US, China push climate change onto front burner
Updated: 2014-11-26 12:22
By Paul Welitzkin in New York and Lan Lan in Beijing(China Daily USA)
When the United States and China committed to specific targets for reducing greenhouse-gas emissions earlier this month, the agreement advanced the issue of climate change around the world, according to two observers.
"The targets are meaningful and significant," said Joanna Lewis, associate professor in the science, technology and international affairs program at Georgetown University in Washington.
"This is a monumental announcement that destabilizes the existing politics of climate change," said Alex Wang, assistant professor at the University of California at Los Angeles School of Law.
Lewis and Wang participated in a seminar Tuesday hosted by the National Committee on US-China Relations in New York on the US-China agreement announced during the Asia-Pacific Economic Cooperation (APEC) meeting in Beijing last month.
In a surprise announcement at APEC, US President Barack Obama and Chinese President Xi Jinping released targets for cutting greenhouse-gas emissions. Under the proposals, Chinese emissions of carbon dioxide would peak by around 2030, while the US would cut emissions by more than a quarter between 2005 and 2025.
Xie Zhenhua, vice-chairman of the National Development and Reform Commission, said China is confident of meeting its 2030 goals for a peak in carbon dioxide emissions and lifting its share of non-fossil fuel to around 20 percent of total energy use. He said that China will make the goals legally binding by incorporating them into the next three Five-Year Plans.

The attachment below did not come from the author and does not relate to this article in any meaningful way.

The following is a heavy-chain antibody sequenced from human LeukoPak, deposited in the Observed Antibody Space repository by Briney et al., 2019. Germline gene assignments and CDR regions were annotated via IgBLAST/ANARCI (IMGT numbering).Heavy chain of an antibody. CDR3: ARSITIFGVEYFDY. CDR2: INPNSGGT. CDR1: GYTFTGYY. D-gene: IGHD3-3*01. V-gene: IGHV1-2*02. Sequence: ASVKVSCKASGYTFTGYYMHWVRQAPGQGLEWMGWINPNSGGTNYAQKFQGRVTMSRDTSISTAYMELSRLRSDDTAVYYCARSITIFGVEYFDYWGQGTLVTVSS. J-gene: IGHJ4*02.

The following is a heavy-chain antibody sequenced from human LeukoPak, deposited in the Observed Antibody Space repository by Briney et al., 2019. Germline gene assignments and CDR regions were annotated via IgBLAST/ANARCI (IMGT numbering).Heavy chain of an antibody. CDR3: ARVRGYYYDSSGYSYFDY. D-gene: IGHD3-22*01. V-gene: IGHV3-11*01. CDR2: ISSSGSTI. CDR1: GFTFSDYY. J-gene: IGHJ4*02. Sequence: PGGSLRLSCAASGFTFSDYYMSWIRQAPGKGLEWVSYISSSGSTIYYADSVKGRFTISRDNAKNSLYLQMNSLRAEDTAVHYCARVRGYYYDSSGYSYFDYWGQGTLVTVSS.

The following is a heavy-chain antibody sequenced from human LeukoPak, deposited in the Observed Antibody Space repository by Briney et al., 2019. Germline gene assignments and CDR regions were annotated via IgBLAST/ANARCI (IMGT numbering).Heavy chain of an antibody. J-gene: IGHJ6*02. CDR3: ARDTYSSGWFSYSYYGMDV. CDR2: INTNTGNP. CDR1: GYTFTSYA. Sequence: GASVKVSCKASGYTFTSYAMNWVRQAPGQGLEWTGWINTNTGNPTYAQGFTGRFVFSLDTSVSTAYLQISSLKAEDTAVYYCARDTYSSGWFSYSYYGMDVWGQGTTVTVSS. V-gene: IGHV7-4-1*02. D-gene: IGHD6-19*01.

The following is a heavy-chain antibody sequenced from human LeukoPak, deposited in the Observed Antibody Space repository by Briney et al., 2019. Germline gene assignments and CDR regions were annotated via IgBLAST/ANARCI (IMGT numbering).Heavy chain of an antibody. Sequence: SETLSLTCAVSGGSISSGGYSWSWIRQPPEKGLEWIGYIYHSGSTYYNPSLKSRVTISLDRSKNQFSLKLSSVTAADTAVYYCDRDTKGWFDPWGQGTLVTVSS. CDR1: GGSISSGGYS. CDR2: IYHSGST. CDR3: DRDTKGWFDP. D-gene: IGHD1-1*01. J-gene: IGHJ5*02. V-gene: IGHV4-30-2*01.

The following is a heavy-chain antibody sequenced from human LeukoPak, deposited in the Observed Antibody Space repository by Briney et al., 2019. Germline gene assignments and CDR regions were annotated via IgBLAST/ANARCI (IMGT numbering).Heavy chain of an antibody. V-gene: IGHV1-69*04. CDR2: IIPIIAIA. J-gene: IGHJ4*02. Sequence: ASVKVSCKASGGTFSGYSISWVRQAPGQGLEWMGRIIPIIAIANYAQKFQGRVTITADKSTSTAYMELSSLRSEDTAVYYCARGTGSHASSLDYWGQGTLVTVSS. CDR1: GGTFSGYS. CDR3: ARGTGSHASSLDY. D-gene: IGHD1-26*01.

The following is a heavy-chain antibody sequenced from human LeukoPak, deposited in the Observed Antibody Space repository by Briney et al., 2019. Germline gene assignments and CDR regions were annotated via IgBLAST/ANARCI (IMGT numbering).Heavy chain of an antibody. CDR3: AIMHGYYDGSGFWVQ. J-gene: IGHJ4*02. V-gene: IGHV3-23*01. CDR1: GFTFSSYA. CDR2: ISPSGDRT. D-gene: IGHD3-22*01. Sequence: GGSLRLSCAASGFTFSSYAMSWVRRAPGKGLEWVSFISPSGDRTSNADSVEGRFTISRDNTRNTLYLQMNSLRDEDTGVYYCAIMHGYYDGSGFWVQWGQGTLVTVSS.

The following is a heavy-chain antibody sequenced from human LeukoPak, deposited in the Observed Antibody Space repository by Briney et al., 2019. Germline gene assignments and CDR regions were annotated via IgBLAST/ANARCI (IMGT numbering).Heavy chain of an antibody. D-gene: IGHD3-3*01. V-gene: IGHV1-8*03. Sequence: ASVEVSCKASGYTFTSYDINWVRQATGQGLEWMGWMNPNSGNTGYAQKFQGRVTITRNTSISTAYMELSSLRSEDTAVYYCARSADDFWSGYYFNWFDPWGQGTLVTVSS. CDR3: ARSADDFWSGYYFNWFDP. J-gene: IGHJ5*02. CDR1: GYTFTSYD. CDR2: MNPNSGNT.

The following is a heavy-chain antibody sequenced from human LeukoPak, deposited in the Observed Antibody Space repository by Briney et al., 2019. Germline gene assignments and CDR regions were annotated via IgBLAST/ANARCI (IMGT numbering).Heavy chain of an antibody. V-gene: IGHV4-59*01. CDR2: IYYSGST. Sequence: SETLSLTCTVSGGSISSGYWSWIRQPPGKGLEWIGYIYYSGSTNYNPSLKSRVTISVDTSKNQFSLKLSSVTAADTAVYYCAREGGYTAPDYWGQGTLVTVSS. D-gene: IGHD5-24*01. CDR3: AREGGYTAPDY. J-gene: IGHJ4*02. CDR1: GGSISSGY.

The US-China agreement is considered a major breakthrough on two fronts: diplomacy and environmental activism.
"It has certainly elevated climate and energy in the bilateral relationship," said Lewis. "It's interesting to see how the US-China relationship has evolved through the Obama administration, especially in regard to climate change."
"It has elevated an environmental issue to the top, and I think sets the stage for the possibility of a breakthrough at the meeting in Peru next week," said Wang. He was referring to a United Nations climate conference scheduled in Lima from Dec 1-12. It is intended to help produce a global deal on reducing carbon emissions to be agreed on next year in Paris.
Advances in exploration and drilling have produced the shale oil and gas boom in the US, a main reason for the steep drop in global crude oil prices this year. Wang said it's unlikely that development of shale deposits in China will be on the same level as those in the US. "There are technology barriers to getting the gas out of the ground in China that are more challenging than those in the US," he said.
Lewis said the emissions agreement involving two economic heavyweights like China and the US may provide a real economic incentive for green energy, which should provide a boost to the renewable energy sector.
"With China and the US seeking to lower emissions, it will be much easier to see the economic potential of increasing investment in clean energy," she said.
According to The Global Status Report, which wasreleasedearlier this year by the Renewable Energy Policy Network for the 21st Century, China led the rest of the world in renewable energy investment in 2013, spending $56.3 billion on wind, solar and other renewable projects.
Wang said the agreement also may produce more interest in market-based tools to lower emissions. "The use of market tools like a carbon tax will probably be essential in helping each country meets its target," he said.
A carbon tax is a specific price the government charges for carbon content per ton in fuels. That, however, may prove problematic in the US.
Results of a poll conducted by researchers at the University of Michigan's Center for Local, State and Urban Policy, and Muhlenberg College's Institute of Public Opinion released this summer and published in USA Today, showed that only a third, or 34 percent, supported taxing fuels such as oil, coal and natural gas.
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